Charles Lewis: When does a baby become an ‘it’?

  • October 24, 2019

I have been following an online course on St. Thomas Aquinas provided by the Order of Preachers, also known as the Dominicans. 

Each week I get two e-mails from the Thomistic Institute that includes a short video, a podcast and readings. I have always wanted to understand Aquinas and his masterwork the Summa Theologica.

It can be frustrating but I am like a dog with a bone and I will not quit because I know there is much beauty in his teachings.

Every once in a while I get an insight and then I can see how it applies to the world we live in.

One of the lessons dealt with “the principle of non-contradiction.” It simply means something cannot be and not be at the same time. 

It seems obvious but it is also profound. It is almost impossible to think of something that would break this principle. However, I think I am right in saying that the pro-choice position does exactly that.

Let me explain:

Say the Smiths are pro-choice. It does not mean they would ever have an abortion and they could even be upset if a friend or family member terminated a pregnancy. But they would say, as most Canadians would, we have no right to judge someone else’s actions. After all, we are pro-choice.

Now the Smiths are thrilled to be pregnant. They find out their baby is a boy — notice I said baby and not fetus or “it” — and they begin to pick names. It will likely be Matthew after the wife’s late grandfather. The husband’s late grandfather was named Horatio but no point with saddling the kid with that name and the possible schoolyard bullying certain to follow.

The Smiths decorate a room for the baby, take classes about birthing and parenting and read books all in anticipation of Matthew’s arrival.

Obviously if something were to go wrong in the pregnancy, God forbid, the Smiths would be devastated. But assuming all goes well, they will be overjoyed — and so will all of those who love them. 

Now this is where I think I found an exception to the principle of non-contradiction.

Say the Smiths decided not to have their baby. Maybe some of their friends and family would be upset but they would say it is the couple’s choice.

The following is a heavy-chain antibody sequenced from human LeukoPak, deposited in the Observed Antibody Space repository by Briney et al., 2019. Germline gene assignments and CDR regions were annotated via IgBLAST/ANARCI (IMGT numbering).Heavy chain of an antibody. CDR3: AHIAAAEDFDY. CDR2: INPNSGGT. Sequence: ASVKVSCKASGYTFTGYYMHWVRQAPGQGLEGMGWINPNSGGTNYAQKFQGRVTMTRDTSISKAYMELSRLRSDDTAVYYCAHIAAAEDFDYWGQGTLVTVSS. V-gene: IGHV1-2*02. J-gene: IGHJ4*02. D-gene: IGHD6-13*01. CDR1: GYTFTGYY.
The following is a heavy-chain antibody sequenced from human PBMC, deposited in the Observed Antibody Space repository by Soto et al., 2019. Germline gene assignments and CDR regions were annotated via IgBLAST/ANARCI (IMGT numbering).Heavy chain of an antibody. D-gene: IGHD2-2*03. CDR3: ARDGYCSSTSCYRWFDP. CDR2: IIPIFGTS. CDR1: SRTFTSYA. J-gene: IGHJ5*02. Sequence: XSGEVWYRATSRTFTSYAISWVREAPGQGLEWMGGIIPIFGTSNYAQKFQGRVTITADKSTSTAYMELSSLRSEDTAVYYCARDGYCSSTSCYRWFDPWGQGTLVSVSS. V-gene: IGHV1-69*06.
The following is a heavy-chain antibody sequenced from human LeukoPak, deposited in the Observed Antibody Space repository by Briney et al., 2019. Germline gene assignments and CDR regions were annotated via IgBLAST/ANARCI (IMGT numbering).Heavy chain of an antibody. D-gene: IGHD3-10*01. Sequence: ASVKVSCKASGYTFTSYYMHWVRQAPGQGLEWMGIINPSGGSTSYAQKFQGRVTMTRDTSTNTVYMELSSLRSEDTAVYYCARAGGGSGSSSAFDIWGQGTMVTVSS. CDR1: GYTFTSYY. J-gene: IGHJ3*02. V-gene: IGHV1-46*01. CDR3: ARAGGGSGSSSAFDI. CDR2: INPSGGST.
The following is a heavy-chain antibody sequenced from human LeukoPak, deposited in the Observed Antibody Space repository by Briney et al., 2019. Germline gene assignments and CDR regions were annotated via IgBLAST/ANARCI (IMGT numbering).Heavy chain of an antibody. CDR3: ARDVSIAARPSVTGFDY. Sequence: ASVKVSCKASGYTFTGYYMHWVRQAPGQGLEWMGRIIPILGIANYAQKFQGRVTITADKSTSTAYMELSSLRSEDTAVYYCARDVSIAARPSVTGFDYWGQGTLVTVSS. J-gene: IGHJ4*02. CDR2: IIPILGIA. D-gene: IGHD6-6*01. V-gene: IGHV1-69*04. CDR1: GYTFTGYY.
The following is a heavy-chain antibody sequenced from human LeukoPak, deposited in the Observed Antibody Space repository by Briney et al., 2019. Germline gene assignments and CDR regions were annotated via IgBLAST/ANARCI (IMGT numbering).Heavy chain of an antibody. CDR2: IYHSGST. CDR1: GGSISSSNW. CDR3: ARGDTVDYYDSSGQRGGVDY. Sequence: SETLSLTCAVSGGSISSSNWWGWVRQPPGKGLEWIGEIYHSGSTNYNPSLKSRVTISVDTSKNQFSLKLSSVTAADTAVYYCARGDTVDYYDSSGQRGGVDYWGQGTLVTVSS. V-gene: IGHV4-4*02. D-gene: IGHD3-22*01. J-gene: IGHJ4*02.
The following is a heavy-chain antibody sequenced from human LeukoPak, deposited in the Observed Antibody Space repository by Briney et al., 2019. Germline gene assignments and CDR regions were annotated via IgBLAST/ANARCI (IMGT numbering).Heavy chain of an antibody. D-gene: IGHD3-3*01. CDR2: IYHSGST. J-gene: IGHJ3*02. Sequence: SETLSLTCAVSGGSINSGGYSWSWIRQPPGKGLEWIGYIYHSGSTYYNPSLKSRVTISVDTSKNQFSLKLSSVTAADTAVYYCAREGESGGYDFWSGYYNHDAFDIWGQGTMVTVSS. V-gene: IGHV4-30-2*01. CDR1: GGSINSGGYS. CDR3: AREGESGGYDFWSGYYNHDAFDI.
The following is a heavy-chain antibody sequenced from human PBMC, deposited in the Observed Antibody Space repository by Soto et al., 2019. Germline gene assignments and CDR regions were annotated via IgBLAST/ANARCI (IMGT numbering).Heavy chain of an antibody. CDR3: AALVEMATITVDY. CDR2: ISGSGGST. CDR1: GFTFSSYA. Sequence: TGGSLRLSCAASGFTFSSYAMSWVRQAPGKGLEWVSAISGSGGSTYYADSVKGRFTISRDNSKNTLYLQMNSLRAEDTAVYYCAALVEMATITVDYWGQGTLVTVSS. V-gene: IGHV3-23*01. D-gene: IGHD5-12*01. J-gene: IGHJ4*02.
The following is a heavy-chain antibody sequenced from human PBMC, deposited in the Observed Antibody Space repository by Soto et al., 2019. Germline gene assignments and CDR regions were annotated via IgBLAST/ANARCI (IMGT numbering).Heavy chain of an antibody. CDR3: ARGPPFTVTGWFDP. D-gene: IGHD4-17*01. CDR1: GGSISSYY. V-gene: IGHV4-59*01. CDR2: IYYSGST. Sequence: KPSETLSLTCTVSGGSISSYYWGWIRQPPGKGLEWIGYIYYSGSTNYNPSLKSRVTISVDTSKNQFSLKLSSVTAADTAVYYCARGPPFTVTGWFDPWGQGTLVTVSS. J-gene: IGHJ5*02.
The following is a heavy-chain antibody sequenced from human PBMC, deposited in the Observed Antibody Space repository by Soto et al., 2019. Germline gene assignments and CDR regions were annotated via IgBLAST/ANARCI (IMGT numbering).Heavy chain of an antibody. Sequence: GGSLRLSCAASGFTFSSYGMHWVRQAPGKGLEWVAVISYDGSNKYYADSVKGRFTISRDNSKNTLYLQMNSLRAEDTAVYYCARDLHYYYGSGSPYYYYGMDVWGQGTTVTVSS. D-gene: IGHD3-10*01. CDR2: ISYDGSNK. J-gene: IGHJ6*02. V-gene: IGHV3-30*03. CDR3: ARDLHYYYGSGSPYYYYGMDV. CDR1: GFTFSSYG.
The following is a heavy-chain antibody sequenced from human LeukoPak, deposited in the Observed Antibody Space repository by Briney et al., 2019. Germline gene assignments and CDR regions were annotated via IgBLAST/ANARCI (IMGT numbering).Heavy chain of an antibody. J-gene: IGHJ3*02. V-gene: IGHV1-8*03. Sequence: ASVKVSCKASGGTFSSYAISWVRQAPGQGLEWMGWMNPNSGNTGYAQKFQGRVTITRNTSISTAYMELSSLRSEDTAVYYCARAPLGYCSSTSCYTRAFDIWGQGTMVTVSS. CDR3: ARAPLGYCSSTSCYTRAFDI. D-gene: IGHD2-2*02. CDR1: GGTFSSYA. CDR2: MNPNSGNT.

At this point the Smiths no longer refer to what is growing in the wife’s womb as a baby. They do not care whether it is a boy or a girl. They start referring to the child inside as an “it” or a “fetus” or simply “a problem.”

They will begin to depersonalize this “problem,” which under the laws is fine. Recall that in Canada a child is not a person until it takes its first breath outside the womb.

So here we have a situation in which — depending on the decision of the couple, or just the mother in some cases — what is in the womb only gets a definition based on a decision to give birth or abort.

In the pro-choice world, the baby is a baby and not a baby; a child is child and not a child. It is all up to the parents. This may seem like semantics but I do not think so. It is an ingrained mental attitude that fogs truth. The baby will always be a baby. It cannot be otherwise.

This also applies to euthanasia. Murder is a crime. It is also one of the 10 things God said we could never do. Why? Because life comes from God and it is precious and we are made in the image of God. However, when someone is seriously ill, then suddenly taking a human life is regarded as OK and legal, at least in Canada and a few other jurisdictions. Even some Christians argue that euthanasia is okay. Just like abortion, it is called a personal choice.

There is a wonderful book called Theology and Sanity by Frank Sheed. Its premise is that when we know the God-given truth we are sane. When we do not we are insane — not violent or running amok but outside of reality. Or as the dictionary explains, “In a state of mind that prevents normal perception.” 

That seems about right.

(Lewis is a Toronto writer and regular contributor to The Register.)

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